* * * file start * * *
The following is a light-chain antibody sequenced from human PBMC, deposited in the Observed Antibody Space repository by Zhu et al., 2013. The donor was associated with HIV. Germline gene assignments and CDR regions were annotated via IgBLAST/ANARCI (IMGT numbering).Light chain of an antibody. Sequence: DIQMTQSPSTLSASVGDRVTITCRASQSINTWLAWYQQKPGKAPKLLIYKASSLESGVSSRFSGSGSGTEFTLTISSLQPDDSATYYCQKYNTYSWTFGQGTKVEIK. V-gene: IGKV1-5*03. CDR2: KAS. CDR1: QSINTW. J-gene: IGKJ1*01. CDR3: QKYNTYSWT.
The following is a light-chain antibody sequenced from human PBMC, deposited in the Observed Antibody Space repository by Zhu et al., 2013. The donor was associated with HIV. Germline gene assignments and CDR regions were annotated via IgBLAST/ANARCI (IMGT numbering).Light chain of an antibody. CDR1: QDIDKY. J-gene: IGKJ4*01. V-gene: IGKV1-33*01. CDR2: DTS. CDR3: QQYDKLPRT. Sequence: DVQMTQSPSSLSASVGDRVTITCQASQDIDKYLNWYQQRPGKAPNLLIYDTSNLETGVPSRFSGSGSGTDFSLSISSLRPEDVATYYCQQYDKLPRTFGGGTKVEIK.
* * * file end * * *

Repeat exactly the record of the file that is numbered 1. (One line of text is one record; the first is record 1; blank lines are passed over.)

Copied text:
The following is a light-chain antibody sequenced from human PBMC, deposited in the Observed Antibody Space repository by Zhu et al., 2013. The donor was associated with HIV. Germline gene assignments and CDR regions were annotated via IgBLAST/ANARCI (IMGT numbering).Light chain of an antibody. Sequence: DIQMTQSPSTLSASVGDRVTITCRASQSINTWLAWYQQKPGKAPKLLIYKASSLESGVSSRFSGSGSGTEFTLTISSLQPDDSATYYCQKYNTYSWTFGQGTKVEIK. V-gene: IGKV1-5*03. CDR2: KAS. CDR1: QSINTW. J-gene: IGKJ1*01. CDR3: QKYNTYSWT.